A subsequent experiment examining the effect of pear shading and re-exposure to sunlight was conducted during the 2018/19 season on the commercially-released cultivar ANP-0131 (marketed as Ricó®) in the Experimental Pear Orchard at Agriculture Victoria, Tatura. Sample fruit was chosen on the west arm of an Open Tatura trellis between a height of 1.2 – 1.8 m. The treatments included a control (pears fully exposed for the duration of the experiment) and 10 shading treatments of varying length applied at different stages of fruit development. Pear shading was achieved using aluminium umbrellas above individual fruit. The timing of treatments was measured in days after full bloom (DAFB):

The experiment extended three weeks beyond the optimum time of commercial harvest to observe the effects when fruit is left on the tree. The colour of the red blush was assessed using a spectrophotometer to measure two objective colour parameters: a* value (indicates colour on a scale of green to red) and hue angle (indicates the colour location on a 2-dimensional, circular colour wheel). These measurements were taken approximately every three weeks on all the sample fruit.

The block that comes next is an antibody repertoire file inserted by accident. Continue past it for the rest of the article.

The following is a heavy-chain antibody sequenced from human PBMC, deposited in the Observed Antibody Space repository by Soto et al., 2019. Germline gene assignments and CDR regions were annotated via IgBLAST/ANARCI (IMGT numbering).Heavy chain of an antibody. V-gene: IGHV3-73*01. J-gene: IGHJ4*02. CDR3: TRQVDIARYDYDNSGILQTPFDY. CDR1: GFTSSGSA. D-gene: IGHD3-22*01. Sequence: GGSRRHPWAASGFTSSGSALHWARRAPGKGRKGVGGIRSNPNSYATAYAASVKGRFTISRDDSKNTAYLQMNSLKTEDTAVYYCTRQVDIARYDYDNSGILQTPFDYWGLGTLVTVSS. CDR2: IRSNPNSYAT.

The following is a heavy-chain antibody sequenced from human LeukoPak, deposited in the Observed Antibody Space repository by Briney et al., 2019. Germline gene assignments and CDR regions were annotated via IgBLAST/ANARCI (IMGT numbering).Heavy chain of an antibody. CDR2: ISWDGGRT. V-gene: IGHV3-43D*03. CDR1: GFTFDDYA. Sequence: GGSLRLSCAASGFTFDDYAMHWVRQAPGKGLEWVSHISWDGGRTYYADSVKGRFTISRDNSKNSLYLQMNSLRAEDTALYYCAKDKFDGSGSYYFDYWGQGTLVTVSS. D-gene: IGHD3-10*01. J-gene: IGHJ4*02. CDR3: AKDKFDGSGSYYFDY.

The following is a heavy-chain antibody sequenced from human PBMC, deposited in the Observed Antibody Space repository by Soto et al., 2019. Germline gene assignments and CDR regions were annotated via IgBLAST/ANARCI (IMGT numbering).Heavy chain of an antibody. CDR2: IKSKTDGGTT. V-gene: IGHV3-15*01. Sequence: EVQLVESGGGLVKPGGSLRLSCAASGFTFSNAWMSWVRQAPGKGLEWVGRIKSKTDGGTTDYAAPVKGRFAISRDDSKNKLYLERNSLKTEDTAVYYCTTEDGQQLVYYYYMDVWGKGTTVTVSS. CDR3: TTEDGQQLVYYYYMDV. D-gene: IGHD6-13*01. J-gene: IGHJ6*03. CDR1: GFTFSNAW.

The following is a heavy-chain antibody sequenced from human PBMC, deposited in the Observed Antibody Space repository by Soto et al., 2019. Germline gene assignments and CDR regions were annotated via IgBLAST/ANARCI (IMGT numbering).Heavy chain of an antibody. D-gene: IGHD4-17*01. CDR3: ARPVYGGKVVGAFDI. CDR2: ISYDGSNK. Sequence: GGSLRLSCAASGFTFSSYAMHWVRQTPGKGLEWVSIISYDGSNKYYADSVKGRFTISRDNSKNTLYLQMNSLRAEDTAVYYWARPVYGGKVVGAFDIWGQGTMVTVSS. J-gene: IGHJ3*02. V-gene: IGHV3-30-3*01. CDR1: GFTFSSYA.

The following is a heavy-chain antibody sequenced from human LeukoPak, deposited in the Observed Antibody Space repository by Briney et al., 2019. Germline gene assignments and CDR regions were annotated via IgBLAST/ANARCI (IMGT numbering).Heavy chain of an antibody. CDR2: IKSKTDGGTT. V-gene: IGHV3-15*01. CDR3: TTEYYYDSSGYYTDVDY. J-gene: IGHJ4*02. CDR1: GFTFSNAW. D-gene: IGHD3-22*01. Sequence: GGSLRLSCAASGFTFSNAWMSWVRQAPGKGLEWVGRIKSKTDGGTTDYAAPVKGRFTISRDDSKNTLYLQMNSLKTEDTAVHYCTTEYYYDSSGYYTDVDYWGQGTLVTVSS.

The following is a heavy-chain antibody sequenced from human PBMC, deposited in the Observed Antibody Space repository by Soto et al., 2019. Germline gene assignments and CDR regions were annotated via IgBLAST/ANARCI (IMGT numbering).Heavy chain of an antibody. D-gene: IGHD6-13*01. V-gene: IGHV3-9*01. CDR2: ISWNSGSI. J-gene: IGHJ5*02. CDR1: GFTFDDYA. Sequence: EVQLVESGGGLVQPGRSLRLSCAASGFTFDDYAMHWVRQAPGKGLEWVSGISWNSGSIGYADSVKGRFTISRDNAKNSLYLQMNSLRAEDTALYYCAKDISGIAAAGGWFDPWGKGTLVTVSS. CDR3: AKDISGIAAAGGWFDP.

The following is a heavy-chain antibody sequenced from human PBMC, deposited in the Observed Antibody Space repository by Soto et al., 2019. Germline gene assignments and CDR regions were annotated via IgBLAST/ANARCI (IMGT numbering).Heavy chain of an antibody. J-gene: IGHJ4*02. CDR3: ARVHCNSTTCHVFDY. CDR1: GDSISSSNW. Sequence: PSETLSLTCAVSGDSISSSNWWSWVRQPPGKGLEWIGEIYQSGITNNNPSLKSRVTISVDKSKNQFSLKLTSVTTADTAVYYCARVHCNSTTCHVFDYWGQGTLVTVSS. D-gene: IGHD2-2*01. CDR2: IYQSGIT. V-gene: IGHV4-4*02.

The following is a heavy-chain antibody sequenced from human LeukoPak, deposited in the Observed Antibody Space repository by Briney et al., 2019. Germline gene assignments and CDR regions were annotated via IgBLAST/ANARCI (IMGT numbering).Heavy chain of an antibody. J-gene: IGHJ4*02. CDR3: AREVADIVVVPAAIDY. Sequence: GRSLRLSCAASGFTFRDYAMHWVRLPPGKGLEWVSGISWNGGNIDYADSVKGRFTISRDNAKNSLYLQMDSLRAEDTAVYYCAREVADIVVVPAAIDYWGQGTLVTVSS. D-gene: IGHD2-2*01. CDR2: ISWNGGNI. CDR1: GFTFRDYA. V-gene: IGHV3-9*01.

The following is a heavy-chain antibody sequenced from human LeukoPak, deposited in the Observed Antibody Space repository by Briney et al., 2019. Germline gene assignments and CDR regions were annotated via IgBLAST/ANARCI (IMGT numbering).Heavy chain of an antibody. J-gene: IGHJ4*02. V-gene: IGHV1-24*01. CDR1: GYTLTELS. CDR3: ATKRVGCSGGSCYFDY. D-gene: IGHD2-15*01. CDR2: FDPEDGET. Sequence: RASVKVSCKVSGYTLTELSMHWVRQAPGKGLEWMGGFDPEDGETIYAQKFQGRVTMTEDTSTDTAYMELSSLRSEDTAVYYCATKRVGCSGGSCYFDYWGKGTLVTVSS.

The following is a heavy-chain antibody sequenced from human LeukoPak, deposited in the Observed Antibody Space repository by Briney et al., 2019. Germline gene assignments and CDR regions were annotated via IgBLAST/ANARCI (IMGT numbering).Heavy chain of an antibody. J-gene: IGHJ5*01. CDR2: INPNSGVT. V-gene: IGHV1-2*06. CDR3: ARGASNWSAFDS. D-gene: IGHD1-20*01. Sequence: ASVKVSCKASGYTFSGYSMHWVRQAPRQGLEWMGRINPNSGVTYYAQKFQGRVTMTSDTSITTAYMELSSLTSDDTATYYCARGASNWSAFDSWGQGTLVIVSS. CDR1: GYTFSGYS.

The dynamics of blush development

Shading of ANP-0131 resulted in the same basic responses as for ANP-0534. That is, fruit that were shaded responded with a decrease in a* (decrease in red colour) and an increase in hue angle (movement away from red colour). All shading treatments of ANP-0131 up until the final three weeks before commercial harvest date (154 DAFB) resulted in a total loss of red colour, indicated by a negative a* value and very high hue angle (Figures 1 and 2). Fruit that was shaded in the three weeks just prior to harvest (Treatment 5(vi); shaded 133 – 156 DAFB) maintained some red colour. This is in contrast to the effect on ANP-0534, which showed complete loss of red colour with shading at any stage of the growing season.

In ANP-0131, red colour was regained when shade was removed, regardless of the fruit growth stage. By commercial harvest there were no significant differences in a* value between the control treatment and other short treatments that had had at least three weeks of re-exposure to sunlight (treatments 5 (i)–(v)). In comparison, the cultivar ANP-0534 did not achieve adequate red colour recovery when shaded in the period six to three weeks before harvest (equivalent to treatment 5 (v) 122-133 DAFB).